June 20, 2012:
Is Frozen Yogurt Really a “Healthy”
weather heats up, nothing chills us out like a creamy frozen dessert. From
Pinkberry to Yogurtland to Red Mango, the frozen yogurt craze is once again
sweeping America and showing no signs of slowing down, with annual sales of
over 8 billion dollars. And the freezer aisle at the grocery store is just as
overwhelming! Ice cream companies are
trying to keep up with the trend, offering reduced-fat versions of your
favorite indulgent classics — plus new creations with a healthy spin,
like frozen Greek yogurt and kefir.
just because it sounds wholesome, doesn’t mean it is. Ever get frozen yogurt thinking
you’re being oh-so virtuous by picking the lighter, healthier dessert? Well,
check this out: At any of the major chains, a medium froyo with two toppings —
granola and chocolate chips — clocks in around 400 calories. That’s
the equivalent of eating eight
chocolate chip cookies!
what’s actually the healthiest choice? Frozen yogurt? Ice cream? Non-dairy? Feel
an ice-cream headache coming on?! Here’s
what the heck you need to know:
Ice Cream Vs. Frozen
full-fat ice cream is a mix of dairy products.
It must contain at least 10 percent milk fat (but many versions have
yogurt and light ice cream are made with the very same ingredients, but this
time manufacturers use low-fat or fat-free dairy products in the mix. Typically,
but not always, the swap from full fat dairy to low-fat dairy drives the
calories and fat down.
yogurt differs from ice cream because it has yogurt cultures added. These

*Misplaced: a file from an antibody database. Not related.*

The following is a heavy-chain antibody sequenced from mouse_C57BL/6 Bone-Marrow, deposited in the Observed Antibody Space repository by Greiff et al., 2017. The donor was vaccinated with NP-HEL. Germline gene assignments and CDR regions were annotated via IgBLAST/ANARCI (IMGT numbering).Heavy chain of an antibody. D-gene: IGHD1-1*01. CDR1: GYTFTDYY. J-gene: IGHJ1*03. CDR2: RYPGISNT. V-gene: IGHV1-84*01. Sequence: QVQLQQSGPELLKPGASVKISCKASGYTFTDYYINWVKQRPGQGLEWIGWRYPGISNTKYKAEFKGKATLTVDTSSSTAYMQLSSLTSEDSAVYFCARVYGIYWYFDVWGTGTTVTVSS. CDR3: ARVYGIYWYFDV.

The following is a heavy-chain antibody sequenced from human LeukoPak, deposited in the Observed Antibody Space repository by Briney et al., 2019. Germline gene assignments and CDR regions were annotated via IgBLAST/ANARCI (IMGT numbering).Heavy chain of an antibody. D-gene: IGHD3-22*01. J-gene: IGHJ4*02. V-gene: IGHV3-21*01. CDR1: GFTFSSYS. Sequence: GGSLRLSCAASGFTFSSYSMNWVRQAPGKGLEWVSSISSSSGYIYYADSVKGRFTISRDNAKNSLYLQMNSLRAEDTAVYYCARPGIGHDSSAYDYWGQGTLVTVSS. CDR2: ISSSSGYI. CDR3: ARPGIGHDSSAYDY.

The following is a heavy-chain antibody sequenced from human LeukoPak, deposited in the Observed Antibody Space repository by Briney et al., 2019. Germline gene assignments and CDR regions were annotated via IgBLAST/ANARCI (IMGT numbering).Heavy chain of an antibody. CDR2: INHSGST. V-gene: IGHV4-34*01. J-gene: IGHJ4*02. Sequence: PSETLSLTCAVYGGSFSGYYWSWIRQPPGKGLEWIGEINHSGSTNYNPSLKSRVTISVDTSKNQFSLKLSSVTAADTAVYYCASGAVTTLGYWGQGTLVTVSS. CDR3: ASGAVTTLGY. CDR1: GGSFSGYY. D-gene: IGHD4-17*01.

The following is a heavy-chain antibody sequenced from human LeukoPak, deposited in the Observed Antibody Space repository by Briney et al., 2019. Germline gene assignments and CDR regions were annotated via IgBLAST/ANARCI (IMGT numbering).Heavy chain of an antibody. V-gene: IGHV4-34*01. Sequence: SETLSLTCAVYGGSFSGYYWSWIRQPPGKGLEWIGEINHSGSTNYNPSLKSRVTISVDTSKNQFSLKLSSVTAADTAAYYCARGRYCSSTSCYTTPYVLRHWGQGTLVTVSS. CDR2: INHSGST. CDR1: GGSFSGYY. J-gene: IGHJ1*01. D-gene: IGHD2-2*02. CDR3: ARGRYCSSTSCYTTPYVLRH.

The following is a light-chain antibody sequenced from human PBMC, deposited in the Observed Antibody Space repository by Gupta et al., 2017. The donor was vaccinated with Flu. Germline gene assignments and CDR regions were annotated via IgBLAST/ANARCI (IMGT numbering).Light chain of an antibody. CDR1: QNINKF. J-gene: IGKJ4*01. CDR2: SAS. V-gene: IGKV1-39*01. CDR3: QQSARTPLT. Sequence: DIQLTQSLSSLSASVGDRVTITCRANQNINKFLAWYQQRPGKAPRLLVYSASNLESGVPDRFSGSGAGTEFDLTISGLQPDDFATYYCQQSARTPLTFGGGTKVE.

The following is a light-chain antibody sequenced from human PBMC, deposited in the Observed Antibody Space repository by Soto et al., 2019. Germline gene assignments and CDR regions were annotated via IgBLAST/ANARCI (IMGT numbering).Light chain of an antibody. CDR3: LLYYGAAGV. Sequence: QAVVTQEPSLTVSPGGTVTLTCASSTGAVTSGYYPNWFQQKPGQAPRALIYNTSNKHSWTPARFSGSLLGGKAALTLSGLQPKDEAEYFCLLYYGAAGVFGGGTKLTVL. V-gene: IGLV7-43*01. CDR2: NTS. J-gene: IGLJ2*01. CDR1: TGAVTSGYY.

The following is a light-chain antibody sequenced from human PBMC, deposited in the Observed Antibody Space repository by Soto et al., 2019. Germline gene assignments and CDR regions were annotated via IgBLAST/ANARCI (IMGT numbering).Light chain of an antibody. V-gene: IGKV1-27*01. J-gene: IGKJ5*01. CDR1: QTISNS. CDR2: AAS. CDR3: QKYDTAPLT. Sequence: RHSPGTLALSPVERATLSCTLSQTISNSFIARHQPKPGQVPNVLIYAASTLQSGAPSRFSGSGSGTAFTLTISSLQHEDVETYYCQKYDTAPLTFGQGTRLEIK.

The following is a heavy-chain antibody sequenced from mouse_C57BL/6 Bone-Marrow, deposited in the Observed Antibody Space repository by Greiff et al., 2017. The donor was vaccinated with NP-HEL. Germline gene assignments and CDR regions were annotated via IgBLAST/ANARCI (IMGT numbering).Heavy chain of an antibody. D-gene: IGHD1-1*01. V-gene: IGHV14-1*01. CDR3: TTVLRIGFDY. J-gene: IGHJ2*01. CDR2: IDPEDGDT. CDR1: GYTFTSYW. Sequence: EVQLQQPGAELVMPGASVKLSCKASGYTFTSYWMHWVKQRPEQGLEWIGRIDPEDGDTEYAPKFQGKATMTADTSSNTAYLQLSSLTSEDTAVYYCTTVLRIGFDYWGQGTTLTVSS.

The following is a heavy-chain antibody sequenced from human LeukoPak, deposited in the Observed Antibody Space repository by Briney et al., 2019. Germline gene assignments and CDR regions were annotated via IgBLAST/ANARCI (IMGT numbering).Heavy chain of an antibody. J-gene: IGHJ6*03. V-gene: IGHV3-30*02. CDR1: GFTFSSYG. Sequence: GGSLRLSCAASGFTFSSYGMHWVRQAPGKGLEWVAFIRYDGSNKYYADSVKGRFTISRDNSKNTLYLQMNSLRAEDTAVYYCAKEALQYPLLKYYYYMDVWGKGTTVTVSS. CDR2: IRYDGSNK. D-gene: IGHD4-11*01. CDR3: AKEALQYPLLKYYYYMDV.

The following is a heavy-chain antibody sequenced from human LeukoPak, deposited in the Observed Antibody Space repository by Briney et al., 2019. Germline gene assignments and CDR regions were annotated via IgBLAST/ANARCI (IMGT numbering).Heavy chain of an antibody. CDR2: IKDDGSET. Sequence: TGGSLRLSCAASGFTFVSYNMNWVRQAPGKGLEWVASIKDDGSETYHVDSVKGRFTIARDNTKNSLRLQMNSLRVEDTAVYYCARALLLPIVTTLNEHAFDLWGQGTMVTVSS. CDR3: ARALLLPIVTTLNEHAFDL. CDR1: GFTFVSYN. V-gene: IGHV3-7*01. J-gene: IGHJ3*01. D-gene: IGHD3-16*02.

cultures can help increase the “good” bacteria in your stomach and improve
digestive health. But here’s the problem: Not all yogurt cultures survive freezing,
and dead ones don’t do you any good. All things considered, frozen yogurts and
light ice cream end up being pretty darn similar, nutritionally-speaking
— so I say go for whichever one you prefer the taste of best.
versions are made with soy, almond or rice milk, or even coconut or hemp milk,
so if you have a milk allergy or lactose intolerance, you can still get your
cool, creamy fix. Now, that’s great news! But while there are plenty of good,
sensible brands on the market, dairy free does NOT automatically mean diet
friendly… and some brands pack gargantuan amounts of calories, fat and SUGAR
into the mix! You’ll still need to be a label sleuth and carefully check the
nutrition stats before popping a pint in your cart (check out my helpful guidelines
frozen treats kitchen-worthy? Most
definitely YES! If ice cream and fro-yo are on your list of favorite
indulgences, you can certainly keep enjoying them. But to prevent packing on
the pounds, try to follow these guidelines the majority of the time:
you’re in the grocery store, stick with brands of light ice cream, frozen
yogurt, or healthy nondairy varieties with no more than 150 calories per serving
– and compare labels to choose brands with the least amount of saturated fat
and sugar. Ideally, choose a brand with less than 4 grams saturated fat and 20
grams sugar per ½ cup.
Keep your portions in check. That means one scoop of hard packed light ice
cream or a “small” soft serve frozen yogurt. Also, stick with a cup (calorie-free!)
or a wafer cone — which is a total bargain at just 20 additional
calories. Definitely steer clear of that waffle cone — it adds 100 to
200 calories to your dessert!
for the extras, go for ONE delicious topping of whatever you want. If you’re
looking for the healthiest options, choose fresh fruit like berries, mango or
kiwi, nuts, or dark chocolate chips.
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